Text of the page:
Mike and Jill Viafore are crafty. This past summer, the couple designed and built a portable demonstration house to educate the public about the benefits of rain barrels and rain gardens at exhibits and fairs.
But the Viafores didn’t put this exhibit together just for fun—they are contributing their crafty skills as Earth Team volunteers. Earth Team is the name given to USDA’s Natural Resources Conservation Service volunteers. Earth Team volunteers work side by side with Natural Resource Conservation Service (NRCS) employees on conservation projects to improve their local environment.
The NRCS Pierce Conservation District Stream Team uses the shed-sized structure the Viafores built as a conservation education tool in the Seattle, Wash., area.
With the easily transported house, Stream Team volunteers can now show people ways they can minimize the impact of stormwater on local streams using rain barrels and rain gardens.
Rain barrels take rainwater from roofs and divert it into a barrel. The captured water can then be used to water gardens and landscapes during dryer periods.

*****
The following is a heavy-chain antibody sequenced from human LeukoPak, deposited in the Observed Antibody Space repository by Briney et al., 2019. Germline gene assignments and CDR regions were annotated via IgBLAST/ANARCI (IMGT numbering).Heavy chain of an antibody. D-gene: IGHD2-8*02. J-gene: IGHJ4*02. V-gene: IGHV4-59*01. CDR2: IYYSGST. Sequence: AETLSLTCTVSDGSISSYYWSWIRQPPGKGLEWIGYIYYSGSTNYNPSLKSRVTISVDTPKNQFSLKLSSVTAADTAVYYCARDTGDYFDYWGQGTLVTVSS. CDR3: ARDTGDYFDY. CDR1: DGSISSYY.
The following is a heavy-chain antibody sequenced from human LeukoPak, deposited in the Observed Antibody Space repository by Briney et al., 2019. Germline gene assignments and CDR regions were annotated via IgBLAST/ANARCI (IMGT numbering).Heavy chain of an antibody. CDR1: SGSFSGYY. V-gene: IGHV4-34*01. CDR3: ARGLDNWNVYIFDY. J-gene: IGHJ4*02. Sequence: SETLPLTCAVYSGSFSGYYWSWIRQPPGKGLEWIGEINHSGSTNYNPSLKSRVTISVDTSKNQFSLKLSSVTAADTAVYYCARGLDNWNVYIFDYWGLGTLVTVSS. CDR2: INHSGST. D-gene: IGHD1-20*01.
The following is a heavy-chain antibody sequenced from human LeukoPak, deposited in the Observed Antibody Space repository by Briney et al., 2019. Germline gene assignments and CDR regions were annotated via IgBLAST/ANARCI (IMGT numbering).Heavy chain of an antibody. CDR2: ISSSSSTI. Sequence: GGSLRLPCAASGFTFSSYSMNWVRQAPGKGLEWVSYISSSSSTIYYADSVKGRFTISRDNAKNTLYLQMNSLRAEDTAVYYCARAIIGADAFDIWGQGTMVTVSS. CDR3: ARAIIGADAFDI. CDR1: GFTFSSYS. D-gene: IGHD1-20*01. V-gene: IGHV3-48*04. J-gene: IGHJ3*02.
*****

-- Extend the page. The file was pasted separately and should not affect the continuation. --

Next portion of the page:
Rain gardens are attractive landscape features that take stormwater from roofs and other impervious surfaces and filters pollutants out as the water percolates down through the soil into the groundwater to help recharge aquifers.
Stream Team personnel say the Viafore–built house allows them to better demonstrate the importance of using conservation practices to protect local streams, lakes and the nearby Pacific Ocean.
In 2010, more than 32,000 Earth Team volunteers donated 641,549 hours of service to NRCS estimated to be worth $13.4 million. Since Earth Team was formed in 1985, over half a million volunteers have donated an estimated $327 million worth of time, in 2010 dollars, helping NRCS with its conservation mission.
Learn more about Earth Team.
Follow NRCS on Twitter.
Check out other conservation stories on the USDA blog.